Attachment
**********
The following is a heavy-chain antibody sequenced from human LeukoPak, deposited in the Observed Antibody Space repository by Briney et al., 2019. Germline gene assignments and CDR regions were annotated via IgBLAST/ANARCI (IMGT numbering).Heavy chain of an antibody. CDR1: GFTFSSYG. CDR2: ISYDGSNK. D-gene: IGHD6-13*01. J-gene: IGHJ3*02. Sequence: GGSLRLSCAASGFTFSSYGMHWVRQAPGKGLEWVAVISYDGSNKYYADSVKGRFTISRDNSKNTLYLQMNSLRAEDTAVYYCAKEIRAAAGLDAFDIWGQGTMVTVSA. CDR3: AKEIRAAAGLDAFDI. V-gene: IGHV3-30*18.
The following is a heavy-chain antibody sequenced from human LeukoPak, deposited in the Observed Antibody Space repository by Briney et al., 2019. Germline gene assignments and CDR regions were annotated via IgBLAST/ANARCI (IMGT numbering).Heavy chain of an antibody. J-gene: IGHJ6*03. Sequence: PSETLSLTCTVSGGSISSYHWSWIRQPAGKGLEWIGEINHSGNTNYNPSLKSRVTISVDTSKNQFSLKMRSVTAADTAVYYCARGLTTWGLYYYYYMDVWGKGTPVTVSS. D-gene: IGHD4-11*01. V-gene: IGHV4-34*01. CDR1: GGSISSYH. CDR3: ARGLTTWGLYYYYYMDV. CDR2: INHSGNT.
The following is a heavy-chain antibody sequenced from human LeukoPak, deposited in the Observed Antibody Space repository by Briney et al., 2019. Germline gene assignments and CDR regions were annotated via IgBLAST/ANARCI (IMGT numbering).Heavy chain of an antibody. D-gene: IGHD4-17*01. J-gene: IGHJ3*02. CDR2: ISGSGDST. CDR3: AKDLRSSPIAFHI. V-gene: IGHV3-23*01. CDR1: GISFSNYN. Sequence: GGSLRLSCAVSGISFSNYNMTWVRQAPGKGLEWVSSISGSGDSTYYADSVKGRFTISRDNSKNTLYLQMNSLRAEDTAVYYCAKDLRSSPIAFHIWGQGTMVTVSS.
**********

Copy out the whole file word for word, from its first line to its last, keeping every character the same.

The following is a heavy-chain antibody sequenced from human LeukoPak, deposited in the Observed Antibody Space repository by Briney et al., 2019. Germline gene assignments and CDR regions were annotated via IgBLAST/ANARCI (IMGT numbering).Heavy chain of an antibody. CDR1: GFTFSSYG. CDR2: ISYDGSNK. D-gene: IGHD6-13*01. J-gene: IGHJ3*02. Sequence: GGSLRLSCAASGFTFSSYGMHWVRQAPGKGLEWVAVISYDGSNKYYADSVKGRFTISRDNSKNTLYLQMNSLRAEDTAVYYCAKEIRAAAGLDAFDIWGQGTMVTVSA. CDR3: AKEIRAAAGLDAFDI. V-gene: IGHV3-30*18.
The following is a heavy-chain antibody sequenced from human LeukoPak, deposited in the Observed Antibody Space repository by Briney et al., 2019. Germline gene assignments and CDR regions were annotated via IgBLAST/ANARCI (IMGT numbering).Heavy chain of an antibody. J-gene: IGHJ6*03. Sequence: PSETLSLTCTVSGGSISSYHWSWIRQPAGKGLEWIGEINHSGNTNYNPSLKSRVTISVDTSKNQFSLKMRSVTAADTAVYYCARGLTTWGLYYYYYMDVWGKGTPVTVSS. D-gene: IGHD4-11*01. V-gene: IGHV4-34*01. CDR1: GGSISSYH. CDR3: ARGLTTWGLYYYYYMDV. CDR2: INHSGNT.
The following is a heavy-chain antibody sequenced from human LeukoPak, deposited in the Observed Antibody Space repository by Briney et al., 2019. Germline gene assignments and CDR regions were annotated via IgBLAST/ANARCI (IMGT numbering).Heavy chain of an antibody. D-gene: IGHD4-17*01. J-gene: IGHJ3*02. CDR2: ISGSGDST. CDR3: AKDLRSSPIAFHI. V-gene: IGHV3-23*01. CDR1: GISFSNYN. Sequence: GGSLRLSCAVSGISFSNYNMTWVRQAPGKGLEWVSSISGSGDSTYYADSVKGRFTISRDNSKNTLYLQMNSLRAEDTAVYYCAKDLRSSPIAFHIWGQGTMVTVSS.